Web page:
Acute variceal hemorrhage is an important complication of cirrhosis that carries a high mortality rate.
Management of acute variceal hemorrhage requires early initiation of specialized care that may be more readily available at centers that deal with a high volume of acute variceal hemorrhage.
Dr Ashwin Ananthakrishnan and colleagues from Wisconsin, USA examined the relationship between the annual hospitalization volume and the in-hospital mortality rate for acute variceal hemorrhage.
The research team undertook cross-sectional study from a national representative sample.
|Patients at medium- and high-volume hospitals were more likely to undergo TIPS|
|Gastrointestinal Endoscopy |
The team evaluated a 20% sample of all nonfederal short-term hospitals from 37 states participating in the Nationwide Inpatient Sample 2004.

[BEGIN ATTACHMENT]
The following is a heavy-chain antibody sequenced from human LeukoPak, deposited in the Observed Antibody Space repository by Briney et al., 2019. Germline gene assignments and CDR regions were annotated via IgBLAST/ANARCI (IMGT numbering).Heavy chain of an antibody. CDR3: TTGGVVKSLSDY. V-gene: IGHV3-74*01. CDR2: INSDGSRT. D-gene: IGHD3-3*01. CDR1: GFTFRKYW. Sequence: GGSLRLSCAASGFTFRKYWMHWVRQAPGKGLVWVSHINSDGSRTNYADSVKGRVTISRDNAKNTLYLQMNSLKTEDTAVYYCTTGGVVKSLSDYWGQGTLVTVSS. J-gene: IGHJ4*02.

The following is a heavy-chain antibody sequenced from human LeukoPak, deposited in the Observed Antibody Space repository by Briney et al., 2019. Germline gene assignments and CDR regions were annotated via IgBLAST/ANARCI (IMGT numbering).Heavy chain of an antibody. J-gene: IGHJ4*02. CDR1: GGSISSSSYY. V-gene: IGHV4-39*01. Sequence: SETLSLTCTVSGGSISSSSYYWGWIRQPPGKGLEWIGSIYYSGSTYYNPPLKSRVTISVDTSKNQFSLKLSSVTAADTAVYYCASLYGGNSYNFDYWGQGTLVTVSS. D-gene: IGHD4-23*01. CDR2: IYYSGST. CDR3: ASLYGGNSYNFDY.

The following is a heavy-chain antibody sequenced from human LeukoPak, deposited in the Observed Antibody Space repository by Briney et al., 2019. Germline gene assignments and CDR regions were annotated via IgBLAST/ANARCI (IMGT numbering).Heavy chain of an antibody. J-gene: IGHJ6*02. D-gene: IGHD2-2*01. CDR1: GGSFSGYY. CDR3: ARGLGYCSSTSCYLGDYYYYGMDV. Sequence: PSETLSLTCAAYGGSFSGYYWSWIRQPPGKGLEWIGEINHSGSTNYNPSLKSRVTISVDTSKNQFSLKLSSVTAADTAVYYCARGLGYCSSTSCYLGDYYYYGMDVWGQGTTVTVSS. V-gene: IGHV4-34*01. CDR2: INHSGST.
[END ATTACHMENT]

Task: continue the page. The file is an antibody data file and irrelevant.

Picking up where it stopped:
The team assessed a total of 28,817 discharges with acute variceal hemorrhage.
The team identified the cases through appropriate International Classification of Diseases, 9th Revision, Clinical Modification codes for bleeding esophageal varices.
Hospitals were divided into low-, medium-, and high-volume hospitals if they had 1 to 15, 16 to 35, and 36 or more annual discharges related to acute variceal hemorrhage.
On multivariate analysis, the research team found no significant difference in the mortality rate either for medium- or high-volume hospitals.
However, patients both at medium- and high-volume hospitals were more likely to undergo endoscopy for acute variceal hemorrhage.
Endoscopic intervention for control of variceal hemorrhage was significantly more common in medium- and high-volume hospitals.
Patients at medium- and high-volume hospitals were also more likely to undergo transjugular intrahepatic portosystemic shunts (TIPS).
Dr Ananthakrishnan’s team concluded, “Higher hospital volume is associated with greater rates of endoscopy, endoscopic intervention, and higher utilization of transjugular intrahepatic portosystemic shunt in the management of acute variceal hemorrhage.”